In Bosko’s last Warner Bros. short, he looks like how he did in most of the Bosko shorts, but when his creators left Warner Bros. and moved to MGM in shortly thereafter, Bosko underwent a redesign that made him explicitly black and human.
Only seven of these shorts were produced, and then character was subsequently retired. I’m not clear how Warner Bros. was able to retain the rights to Bosko, but he didn’t show up again until “Fields of Honey,” in which he sported a new, non-human look.
Bosko also appeared in 1996’s Space Jam, but in his human form and as a portrait hanging in the background.
I’m not sure why Warner Bros. reverted to the human Bosko after “Fields of Honey.” I guess with that version of Bosko and Honey making the connection between the old cartoons, Tiny Toons and Animaniacs, Warner Bros. didn’t feel the need to hide him by making him an animal anymore, but that is what I feel the Tiny Toons version was doing — consciously polishing out aspects of old cartoons that seem controversial by the early ’90s.
There’s even this line in the episode where Elmer Fudd talks about how some of the things they could get away with back in the day are no longer acceptable.
I love Animanics, and I think if you do too, it’s worth appreciating the decades of animation history that had to happen so we could get that show. And even today, I’m surprised by how much pop culture and Hollywood history I learned by watching — even if it took me a few decades to make all the connections.
- In case you’re wondering if Bosko is named after the Bosco brand of chocolate syrup — you know, because he’s black, but also because that pairs nicely with his girlfriend being named Honey — I’m not sure he is. Hugh Harman apparently created the character in 1927 and copyrighted the character in 1928. The chocolate product was first produced in 1928, so the similar names might just be a coincidence.
- “Fields of Honey” was co-written by Sherri Stoner, who actually helped shape 1990s animation in a few major ways. In addition to writing for Tiny Toons and Animaniacs, she was also the live-action model for Ariel in The Little Mermaid and Belle in Beauty and the Beast. On Animaniacs, she also voiced Slappy the Squirrel, who in the world of the show was an original Looney Tunes star and the kind of female character that Babs bemoans the absence of in “Fields of Honey.” She is also credited in IMDb with created the Animaniacs character Minerva Mink, a very feminine, very sexy character who explodes into horny “wild take” facial expressions when she sees an attractive male character, something male characters had been doing in reaction to female characters for years.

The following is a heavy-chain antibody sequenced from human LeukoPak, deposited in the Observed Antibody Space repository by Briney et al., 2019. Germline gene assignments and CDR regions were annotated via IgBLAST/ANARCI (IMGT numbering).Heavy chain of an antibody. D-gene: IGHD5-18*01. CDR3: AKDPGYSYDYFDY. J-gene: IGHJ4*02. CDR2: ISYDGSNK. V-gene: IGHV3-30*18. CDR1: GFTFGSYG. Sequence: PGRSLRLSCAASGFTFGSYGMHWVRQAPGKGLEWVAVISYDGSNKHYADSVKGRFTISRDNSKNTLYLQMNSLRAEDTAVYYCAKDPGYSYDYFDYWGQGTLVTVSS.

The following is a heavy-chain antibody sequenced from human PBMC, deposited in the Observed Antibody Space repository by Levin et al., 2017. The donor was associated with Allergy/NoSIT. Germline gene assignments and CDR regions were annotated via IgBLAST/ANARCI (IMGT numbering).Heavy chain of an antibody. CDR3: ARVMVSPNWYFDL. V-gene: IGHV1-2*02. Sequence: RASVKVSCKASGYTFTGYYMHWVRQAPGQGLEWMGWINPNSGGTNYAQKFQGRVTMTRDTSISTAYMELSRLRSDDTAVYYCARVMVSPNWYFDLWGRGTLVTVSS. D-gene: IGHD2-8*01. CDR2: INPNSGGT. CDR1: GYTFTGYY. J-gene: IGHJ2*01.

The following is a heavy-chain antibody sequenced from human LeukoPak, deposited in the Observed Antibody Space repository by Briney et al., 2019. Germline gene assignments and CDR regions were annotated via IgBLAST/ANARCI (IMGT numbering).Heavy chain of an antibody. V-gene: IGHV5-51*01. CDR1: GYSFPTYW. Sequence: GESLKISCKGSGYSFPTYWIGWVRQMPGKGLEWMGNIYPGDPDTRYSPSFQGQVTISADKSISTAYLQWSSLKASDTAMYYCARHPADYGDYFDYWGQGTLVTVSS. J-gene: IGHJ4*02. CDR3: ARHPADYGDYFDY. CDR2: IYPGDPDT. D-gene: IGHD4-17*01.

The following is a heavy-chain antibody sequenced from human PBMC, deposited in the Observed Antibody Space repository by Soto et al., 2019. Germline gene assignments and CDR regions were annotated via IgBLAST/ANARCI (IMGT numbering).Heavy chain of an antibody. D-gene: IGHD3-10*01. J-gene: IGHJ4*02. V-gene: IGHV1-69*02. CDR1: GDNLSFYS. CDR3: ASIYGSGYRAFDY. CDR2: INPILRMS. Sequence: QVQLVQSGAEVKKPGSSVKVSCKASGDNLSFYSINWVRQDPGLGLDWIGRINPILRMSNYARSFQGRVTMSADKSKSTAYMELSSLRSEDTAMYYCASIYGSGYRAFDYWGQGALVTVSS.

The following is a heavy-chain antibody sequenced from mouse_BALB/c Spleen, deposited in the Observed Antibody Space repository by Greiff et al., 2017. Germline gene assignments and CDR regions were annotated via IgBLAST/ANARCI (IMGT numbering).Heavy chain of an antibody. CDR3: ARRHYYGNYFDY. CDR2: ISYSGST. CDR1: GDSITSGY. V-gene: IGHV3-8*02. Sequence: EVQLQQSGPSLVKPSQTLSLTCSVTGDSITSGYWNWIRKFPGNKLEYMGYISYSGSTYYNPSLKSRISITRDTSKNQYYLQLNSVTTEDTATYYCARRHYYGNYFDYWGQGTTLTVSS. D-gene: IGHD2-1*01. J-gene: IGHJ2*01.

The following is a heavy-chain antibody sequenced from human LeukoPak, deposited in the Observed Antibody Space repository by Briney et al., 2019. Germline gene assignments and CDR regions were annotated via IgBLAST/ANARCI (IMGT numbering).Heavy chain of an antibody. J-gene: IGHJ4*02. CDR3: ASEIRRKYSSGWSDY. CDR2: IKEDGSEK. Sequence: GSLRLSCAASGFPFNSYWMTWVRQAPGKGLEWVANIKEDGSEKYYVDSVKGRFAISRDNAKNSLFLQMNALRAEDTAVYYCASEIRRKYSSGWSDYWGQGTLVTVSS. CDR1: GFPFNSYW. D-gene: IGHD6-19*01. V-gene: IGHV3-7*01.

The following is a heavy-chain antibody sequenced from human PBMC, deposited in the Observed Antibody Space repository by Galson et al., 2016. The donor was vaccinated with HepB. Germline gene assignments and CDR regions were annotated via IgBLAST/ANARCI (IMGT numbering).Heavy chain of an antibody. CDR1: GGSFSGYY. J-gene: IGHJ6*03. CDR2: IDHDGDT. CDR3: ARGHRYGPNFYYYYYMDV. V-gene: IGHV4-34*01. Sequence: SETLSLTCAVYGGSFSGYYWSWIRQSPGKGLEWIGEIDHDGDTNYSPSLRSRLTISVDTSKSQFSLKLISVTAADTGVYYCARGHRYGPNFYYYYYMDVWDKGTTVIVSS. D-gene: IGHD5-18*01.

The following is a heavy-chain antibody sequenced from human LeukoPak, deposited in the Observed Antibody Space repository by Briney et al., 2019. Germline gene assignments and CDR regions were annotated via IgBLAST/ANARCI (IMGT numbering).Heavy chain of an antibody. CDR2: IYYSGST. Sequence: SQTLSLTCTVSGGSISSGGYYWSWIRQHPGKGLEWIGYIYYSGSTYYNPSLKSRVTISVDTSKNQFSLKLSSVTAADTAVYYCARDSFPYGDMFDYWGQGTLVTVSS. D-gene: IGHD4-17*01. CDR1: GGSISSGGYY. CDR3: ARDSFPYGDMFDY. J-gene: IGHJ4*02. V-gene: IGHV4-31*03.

- It’s neither here nor there, but I wanted to say that the sequence from the Tiny Toons episode showing the audiences members cracking up to Honey’s old cartoons features some of the most oddly revolting designs I’ve seen in a kids cartoon.
- Babs gives really good crazy face.
- Tiny Toons eventually did introduce an explicitly human, black character: Mary Melody. Voiced by Cree Summer, who also voiced Elmyra, Mary is cute and very normal-seeming and perhaps because of that she doesn’t ever get that much to do. She’s basically the Tiny Toons equivalent of one of the less zany human friends the Muppets have in their movies.
- There’s actually a long-standing history of vague human-dog hybrids in cartoons — think of the Beagle Boys and Duck Worth on DuckTales, and in making Bosko and Honey dogs in Tiny Toons, the creators did a reverse Betty Boop, since that character initially was a dog before she became a human.
Cartoon weirdness, previously:
- That time Tiny Toons made a domestic violence joke
- How Tiny Toons taught me what bigamy was
- That one Twin Peaks-inspired episode of Darkwing Duck
- That one Milli Vanilli episode of the Super Mario Bros. cartoon
- Betty Boop Laughs at Your Quaint Understanding of Reality
- That one overtly sexual episode of Batman